Now, Costa staff does a great job of organizing the various nationalities into groups, keeping track of which dining room tables and cabins receive written material in what language. But on shore excursions, expect guides to say everything in at least two languages (and if in Europe, you will be lucky if English is one of them). On board announcements will be repeated thoroughly in up to four languages. In addition, to seasoned Europeans who are not on the ship to "see Europe" as most Americans would be, the time spent in port will likely be frustratingly short.
Some onboard entertainment simply will not be translated. One notable exception, however, are the Moulin Rouge-style stage shows, which because they are largely comprised of hit songs (the vast majority of which are sung in English no matter where in the world you happen to be), are fun and so cleverly produced they can be enjoyed by any nationality.
And, what is the upside? How about sailing on what is essentially a Carnival ship at a hugely discounted price? Since there are not many places for European cruise ships to go in the winter, many Costa ships are repositioned to the Caribbean every year. If you are adventurous, like exotic food, and don't mind cigarette smoke, you will find simply great bargains on modern cruise ships that are basically identical in floor plan and decor to the modern Carnival Cruise Lines fleet. The truth is, Costa is a bargain in the Caribbean. So, if you can go with the flow and want to save some money, a Costa cruise is worth a try.
In the Caribbean, English becomes the primary language, and announcements are not repeated in several languages (though they might be repeated in one or two depending on the passenger mix). Your fellow passengers will be mostly Canadians, Americans, South Americans, and a few Europeans. However, the crew communication is still difficult at best, with crew members greeting you with "Buon giorno!" in the morning. The food will still be somewhat unpalatable to Americans, unless you regularly eat beans for breakfast and squid for lunch. Add to this that the line's food has been somewhat inconsistent since Costa replaced its all-Italian crew mostly with South Americans. (The line has opened a facility in the Dominican Republic to train service personnel).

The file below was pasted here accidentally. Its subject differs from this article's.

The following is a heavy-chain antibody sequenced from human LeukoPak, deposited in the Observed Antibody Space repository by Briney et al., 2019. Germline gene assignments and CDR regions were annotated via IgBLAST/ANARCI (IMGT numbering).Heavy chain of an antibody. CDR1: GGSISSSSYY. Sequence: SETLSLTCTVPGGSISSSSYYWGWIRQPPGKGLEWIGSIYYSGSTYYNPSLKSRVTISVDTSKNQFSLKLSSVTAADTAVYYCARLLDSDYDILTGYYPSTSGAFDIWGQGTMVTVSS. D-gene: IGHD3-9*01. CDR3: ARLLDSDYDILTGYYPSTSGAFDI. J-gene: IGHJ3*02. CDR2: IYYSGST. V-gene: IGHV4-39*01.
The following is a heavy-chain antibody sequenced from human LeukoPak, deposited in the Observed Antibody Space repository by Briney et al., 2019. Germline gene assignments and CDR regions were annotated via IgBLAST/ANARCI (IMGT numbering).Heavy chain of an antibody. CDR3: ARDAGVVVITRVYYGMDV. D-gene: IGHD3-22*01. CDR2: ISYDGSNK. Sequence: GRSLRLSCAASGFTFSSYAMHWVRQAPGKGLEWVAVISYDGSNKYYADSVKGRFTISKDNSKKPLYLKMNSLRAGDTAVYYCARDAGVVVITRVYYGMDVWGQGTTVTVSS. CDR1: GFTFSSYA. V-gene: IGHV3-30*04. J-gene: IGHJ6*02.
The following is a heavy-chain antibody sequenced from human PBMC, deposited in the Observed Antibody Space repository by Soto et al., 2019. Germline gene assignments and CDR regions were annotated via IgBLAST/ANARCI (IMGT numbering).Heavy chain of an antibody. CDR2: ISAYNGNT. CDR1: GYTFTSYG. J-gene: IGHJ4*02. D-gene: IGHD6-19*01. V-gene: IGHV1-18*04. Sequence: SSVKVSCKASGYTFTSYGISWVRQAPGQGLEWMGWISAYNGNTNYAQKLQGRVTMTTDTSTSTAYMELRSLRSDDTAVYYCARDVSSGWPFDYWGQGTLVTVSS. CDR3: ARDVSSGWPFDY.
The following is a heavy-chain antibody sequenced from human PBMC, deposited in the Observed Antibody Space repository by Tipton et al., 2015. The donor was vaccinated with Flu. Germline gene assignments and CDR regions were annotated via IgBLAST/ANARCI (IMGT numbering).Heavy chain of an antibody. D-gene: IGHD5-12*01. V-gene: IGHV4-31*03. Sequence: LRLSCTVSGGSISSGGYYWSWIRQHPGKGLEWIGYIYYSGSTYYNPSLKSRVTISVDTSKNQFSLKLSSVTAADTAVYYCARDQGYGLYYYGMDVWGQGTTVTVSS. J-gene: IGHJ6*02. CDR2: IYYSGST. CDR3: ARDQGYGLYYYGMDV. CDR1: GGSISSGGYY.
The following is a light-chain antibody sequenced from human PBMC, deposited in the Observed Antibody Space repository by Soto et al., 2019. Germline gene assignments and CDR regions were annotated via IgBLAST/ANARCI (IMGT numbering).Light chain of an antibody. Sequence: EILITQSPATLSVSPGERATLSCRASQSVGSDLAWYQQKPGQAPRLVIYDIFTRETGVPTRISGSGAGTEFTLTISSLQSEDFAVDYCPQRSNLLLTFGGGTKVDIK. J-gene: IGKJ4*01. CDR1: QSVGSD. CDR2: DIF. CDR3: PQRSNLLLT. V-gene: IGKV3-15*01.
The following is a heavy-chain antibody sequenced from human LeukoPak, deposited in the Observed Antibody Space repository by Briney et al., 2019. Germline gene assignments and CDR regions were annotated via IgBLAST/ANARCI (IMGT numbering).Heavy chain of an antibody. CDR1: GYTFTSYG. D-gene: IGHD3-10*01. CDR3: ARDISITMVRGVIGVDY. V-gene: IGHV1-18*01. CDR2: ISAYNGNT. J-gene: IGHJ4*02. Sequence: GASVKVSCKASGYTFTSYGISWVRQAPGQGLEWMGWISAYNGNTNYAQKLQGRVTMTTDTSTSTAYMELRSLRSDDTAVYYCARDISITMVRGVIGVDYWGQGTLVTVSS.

Another matter is the smoking policy. Especially in Europe, but in the Caribbean as well, the policy is much more open that U.S. marketed cruise lines, meaning smoking will be allowed if not almost everywhere, then basically just everywhere. In Europe, there will be a persistent smoke cloud hanging through the entire ship.
Costa cruise ships - having basically the same floorplans as Carnival ships have very similar dining rooms and Lido restaurants. There are two two-story dining rooms where about 80% of the patrons choose open seating/anytime dining.
There are fine-dining steakhouses like on Carnival ships.
One true advantage to Costa cuisine is the fact that the line must please dibers from a variety of European cultures. For example; while the Brits are generally happy with beer, the Italians will be irate if the pasta is not cooked perfectly.
And the French? if the baguettes are not fresh they will be livid.
The meat selection tends to include more lamb and duck than American cruise ships - lamb chops are available with almost every lunch.
The Brits expect beans and bacon for breakfast, and sometimes also beer.
These ships offer the same cabins as Carnival - identical down to the lighting sconces. This is good, since Carnival offers some of the roomiest and most accomodating cabins available on mainstream cruise lines.